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The Commissioner’s Trophy (MLB)
As the summer months bleed into the gray days of October, Major League Baseball (MLB) welcomes another round of the World Series to determine its champion. After a long, 162-game season and a dozen or so intense playoff matchups, the winners take home the Commissioner’s Trophy. Awarded since 1967, it holds the distinction of being the only prize of the four major American sports to not be named after a particular individual – the NBA’s O’Brien Trophy, the NFL’s Lombardi Trophy and the NHL’s Stanley Cup all honor former coaches or high-ranking officials.
After decades of crowning a winner without a true trophy, MLB commissioned Lawrence Voegele of tiny Owatonna, Minnesota to design a prize worth of America’s then-favorite sport. He settled on a circular base holding small flags to represent each of the league’s teams surrounding a baseball with latitude and longitude lines to signify the worldwide reach of the game. The baseball is surrounded by the team-honoring banners while being supported by a gold-plated ring a few inches above the heavy black base, with the tiny pennants giving the Commissioner’s Trophy the appearance of a light breeze sweeping past the prize.
At the time it debuted, the trophy had no name. It took nearly twenty years for the owners to settle on a moniker noting who would be awarding it during the post-game ceremony. When most sporting associations come together to name a trophy a former administrator is honored, but MLB has left the option to do so open until later since first using the current name beginning in 1985.
Late in 1999, MLB decided to update the trophy for the new millennium, hoping to award a sleeker iteration of the Commissioner’s Trophy in time for the 2000 World Series. The new version removed the central baseball and spread a baseball-like dome with lines of longitude and latitude across the base. This allowed the surrounding flags, each engraved with the individual team names, to be stretched higher above the bottom. Each year, a fresh trophy is manufactured by Tiffany & Co. in New York at a cost of $15,000.
Oakland Athletics (1972-74)
In an era when great pitching seemed to dominate the sport, these Athletics teams had a great balance of tremendous defense and explosive offense. Led by the strong-swinging Reggie Jackson and a trio of 20-game winners on the mound – Ken Holtzman, Vida Blue and Catfish Hunter – there was little much of the league could do to curtail the A’s from snagging the Commissioner’s Trophy three times in a row, they were one of the few squads who could really beat the opponent in multiple ways.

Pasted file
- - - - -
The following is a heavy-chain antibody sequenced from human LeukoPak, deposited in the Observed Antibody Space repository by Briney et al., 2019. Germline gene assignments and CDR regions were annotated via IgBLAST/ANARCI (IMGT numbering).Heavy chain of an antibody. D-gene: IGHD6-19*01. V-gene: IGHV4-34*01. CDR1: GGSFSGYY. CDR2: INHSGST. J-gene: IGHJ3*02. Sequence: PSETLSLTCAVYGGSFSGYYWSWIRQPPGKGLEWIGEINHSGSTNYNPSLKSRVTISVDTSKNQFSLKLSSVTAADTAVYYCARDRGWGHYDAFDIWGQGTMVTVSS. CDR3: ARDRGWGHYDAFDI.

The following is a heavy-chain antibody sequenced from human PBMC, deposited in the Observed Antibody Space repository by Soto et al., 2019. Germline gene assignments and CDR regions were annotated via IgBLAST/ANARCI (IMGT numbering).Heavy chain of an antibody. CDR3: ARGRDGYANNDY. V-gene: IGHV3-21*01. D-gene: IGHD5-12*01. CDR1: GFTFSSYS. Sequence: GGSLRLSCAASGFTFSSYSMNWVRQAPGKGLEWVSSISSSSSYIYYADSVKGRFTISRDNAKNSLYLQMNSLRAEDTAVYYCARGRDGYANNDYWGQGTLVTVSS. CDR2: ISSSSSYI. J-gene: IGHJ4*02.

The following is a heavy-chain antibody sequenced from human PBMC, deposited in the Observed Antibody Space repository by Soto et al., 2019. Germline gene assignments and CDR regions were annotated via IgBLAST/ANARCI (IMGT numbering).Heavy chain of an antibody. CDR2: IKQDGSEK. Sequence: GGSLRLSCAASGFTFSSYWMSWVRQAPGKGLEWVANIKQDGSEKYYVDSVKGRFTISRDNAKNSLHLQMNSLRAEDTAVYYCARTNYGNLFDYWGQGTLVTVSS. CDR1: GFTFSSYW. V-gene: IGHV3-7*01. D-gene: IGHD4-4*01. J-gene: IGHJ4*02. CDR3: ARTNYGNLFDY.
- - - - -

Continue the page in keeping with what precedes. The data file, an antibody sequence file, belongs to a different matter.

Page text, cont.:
Cincinnati Reds (1975-76)
Coaches at all levels say hard work is the key to victory – and this team is the one they can point to as proof. Led by Pete Rose, known as “Charlie Hustle” himself, the Big Red Machine worked its way to two consecutive championships on the strength of solid pitching and aggressive base running. For many, this group was a return to classic, strategic baseball where every single play was part of a larger chess match to determine victory.
Toronto Blue Jays (1992-93)
The Commissioner’s Trophy made its way to Canada for the first time when this squad from the American League claimed consecutive World Series victories. Though solid all year long and throughout the playoffs, the team is best remembered for the stunning three-run home run hit by Joe Carter to see the Philadelphia Phillies off in 1993. The jubilant celebration is among the most famous in the history of the sport.
New York Yankees (1998-2001)
Throughout the existence of the World Series, one franchise has claimed far more titles than any other – and this collection of Yankees is just as famous as the rest. Winning three consecutive titles and finishing as runners-up for a fourth, Derek Jeter and David Wells led this new group of legends to the top with a string of great pitching and timely defensive plays. But for a tremendous performance by the Arizona Diamondbacks in 2001, they would have made it four in a row and been at the head of the conversation for greatest of all time.
New York Yankees (7; 1977-78, 1996, 1998-2000, 2009)
St. Louis Cardinals (4; 1967, 1982, 2006, 2011)
Oakland Athletics (4; 1972-74, 1989)
Boston Red Sox (3; 2004, 2007, 2013)
Cincinnati Reds (3; 1975-76, 1990)
San Francisco Giants (3; 2010, 2012, 2014)
Kansas City Royals (2; 1985, 2015)
Philadelphia Phillies (2; 1980, 2008)
Florida Marlins (2; 1997, 2003)
Toronto Blue Jays (2; 1992-93)
Minnesota Twins (2; 1987, 1991)
Los Angeles Dodgers (2; 1981, 1988)
New York Mets (2; 1969, 1986)
Detroit Tigers (2; 1968, 1984)
Baltimore Orioles (2; 1970, 1983)
Pittsburgh Pirates (2; 1971, 1979)
Chicago White Sox (1; 2005)
Anaheim Angels (1; 2002)
Arizona Diamondbacks (1; 2001)
Atlanta Braves (1; 1995)
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